This Don Giovanni, presented in a neo-classical stone amphitheatre, inaugurates the Waterperry Opera Festival in rural Oxfordshire. It shares the programme with a ‘drawing room’ production of Jonathan Dove’s Mansfield Park, Samuel Barber’s intimate A Hand of Bridge and a Peter Rabbit show for children.
Director Laura Attridge cites Giovanni as a symbol of “toxic male entitlement”, but still allows Jerome Knox to exude laid-back charm, carried on a taut vocal line. At least some of his power over Leporello is explained by the lingering kiss he bestows on his sidekick when he threatens to quit.
Any modern-dress production, however sharp, will underplay the power of Da Ponte’s social hierarchy, but there is compensation in seeing Oskar McCarthy record his master’s conquests on an iPhone. Athletically precise in both his body language and singing, McCarthy relishes the wit in Jeremy Sams’ translation of the libretto.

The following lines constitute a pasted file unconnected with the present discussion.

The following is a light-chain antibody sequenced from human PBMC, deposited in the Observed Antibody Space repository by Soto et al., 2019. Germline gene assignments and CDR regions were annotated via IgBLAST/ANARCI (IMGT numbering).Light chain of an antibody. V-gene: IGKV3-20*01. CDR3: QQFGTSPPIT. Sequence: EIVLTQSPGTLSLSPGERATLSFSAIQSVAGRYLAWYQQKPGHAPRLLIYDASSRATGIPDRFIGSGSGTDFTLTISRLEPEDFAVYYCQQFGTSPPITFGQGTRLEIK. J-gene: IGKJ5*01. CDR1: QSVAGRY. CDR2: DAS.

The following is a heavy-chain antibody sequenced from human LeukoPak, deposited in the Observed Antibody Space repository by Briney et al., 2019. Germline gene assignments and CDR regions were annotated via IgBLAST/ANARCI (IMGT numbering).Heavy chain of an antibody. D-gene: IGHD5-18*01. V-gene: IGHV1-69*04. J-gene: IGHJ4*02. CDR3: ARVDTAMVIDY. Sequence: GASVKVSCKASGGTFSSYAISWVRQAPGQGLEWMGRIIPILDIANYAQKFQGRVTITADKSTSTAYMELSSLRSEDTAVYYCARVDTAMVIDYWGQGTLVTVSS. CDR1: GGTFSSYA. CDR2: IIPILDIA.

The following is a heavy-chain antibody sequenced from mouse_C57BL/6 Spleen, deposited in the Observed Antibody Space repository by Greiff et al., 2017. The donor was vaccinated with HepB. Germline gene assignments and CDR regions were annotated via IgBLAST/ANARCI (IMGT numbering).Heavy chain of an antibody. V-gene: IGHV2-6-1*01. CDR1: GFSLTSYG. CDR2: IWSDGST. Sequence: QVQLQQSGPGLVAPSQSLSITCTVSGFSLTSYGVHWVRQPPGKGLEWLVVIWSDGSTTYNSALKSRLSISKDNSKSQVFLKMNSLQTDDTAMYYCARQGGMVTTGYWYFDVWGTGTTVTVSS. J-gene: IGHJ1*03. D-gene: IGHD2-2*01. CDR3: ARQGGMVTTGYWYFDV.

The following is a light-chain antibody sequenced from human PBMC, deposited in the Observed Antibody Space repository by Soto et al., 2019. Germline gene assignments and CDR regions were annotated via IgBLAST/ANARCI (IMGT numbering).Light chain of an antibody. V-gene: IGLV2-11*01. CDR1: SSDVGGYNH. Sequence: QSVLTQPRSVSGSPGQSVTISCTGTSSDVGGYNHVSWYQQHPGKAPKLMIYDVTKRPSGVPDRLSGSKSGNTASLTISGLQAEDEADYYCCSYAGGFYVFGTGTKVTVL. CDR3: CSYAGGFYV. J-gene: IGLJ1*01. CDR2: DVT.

Eleanor Penfold, conflicted and constrained as Anna, and Anna Cavaliero, a captivating Zerlina, are both sopranos of sweetness and light. Alison Manifold’s spirited, if exasperated Elvira, is juicier and earthier in tone.
Ben Durrant makes an elegant, but refreshingly firm and forthright, Ottavio and Nicholas Morton’s Masetto – clearly besotted with Zerlina – brings arresting resonance and steel to his laddish interpretation. Christopher Webb, a Commendatore in progressive stages of post-mortem decay, produces a full-bodied, red-blooded sound.
With the orchestra and conductor on opposite sides of the theatre’s circular arena, there are moments of shaky ensemble, but Bertie Baigent leads a stylish musical performance. Helped by some judicious nips and tucks to the score, it sustains exhilarating momentum.